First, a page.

It's not unexpected to hear Denis O'Regan express frustration with his lot.
Arguably the most talented jumps jockey to go for export in recent times, the Youghal native has endured a series of debilitating setbacks over a period that stretches back more than a year.
The summary includes two broken collarbones in quick succession, a high-profile overweight at the Cheltenham Festival and the subsequent loss of his job as stable jockey to Howard Johnson's powerful Durham yard in April. He also had the dubious honour of finishing second in the Grand National and he fractured his leg in October.
Then there are the bans. Ever since incurring a 14-day holiday for committing the mortal sin of riding a finish a circuit too soon at Fakenham three years ago, O'Regan's disciplinary record has left plenty to be desired.
Today at Leicester he returns to the saddle for the first time following a nine-day exclusion. The afternoon he returned from a three-day ban up to and including New Year's Day, O'Regan earned himself four days for excessive frequency with the whip when bringing Here's The Key from a seemingly hopeless position to be second at Folkestone on January 2.
That was a Sunday. On the Tuesday, he conjured another late challenge out of the 11-year-old Autumn Red -- on which he makes today's comeback -- to win by a neck at Leicester. The horse had a history of wealing and O'Regan contributed another chapter, tacking five days onto the four that he had incurred two days previously. So much for a fresh start to the new year.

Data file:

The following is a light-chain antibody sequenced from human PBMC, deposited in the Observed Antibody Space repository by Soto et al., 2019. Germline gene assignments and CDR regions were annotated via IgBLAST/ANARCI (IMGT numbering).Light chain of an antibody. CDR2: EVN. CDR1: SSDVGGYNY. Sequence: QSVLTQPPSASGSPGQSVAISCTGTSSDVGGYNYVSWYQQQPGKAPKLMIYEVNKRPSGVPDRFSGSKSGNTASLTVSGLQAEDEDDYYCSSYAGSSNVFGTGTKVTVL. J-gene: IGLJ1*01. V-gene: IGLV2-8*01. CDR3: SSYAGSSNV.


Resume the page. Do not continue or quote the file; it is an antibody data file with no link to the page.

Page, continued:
"I have been a bit disillusioned with the way things have gone over the past year," he admits. "When I come back on Tuesday, I've just got to crack on and hope for a good spring.
"It will be difficult, obviously, and I'm resigned to the fact that it is more or less a write-off of a season but if I can stop getting injured and just cop myself on with the bans I might be able to get a run at it. Momentum is everything."
O'Regan's admission that he needs to "cop on", as he so bluntly puts it, will hopefully signal the start of a more compliant spell, as his indiscipline is a tangible he has the power to affect as he bids to regain traction as a freelancer now that he has relocated to the south of England. Without the backing of a decent stable, he knows that he is making life very difficult for himself with such careless infringements.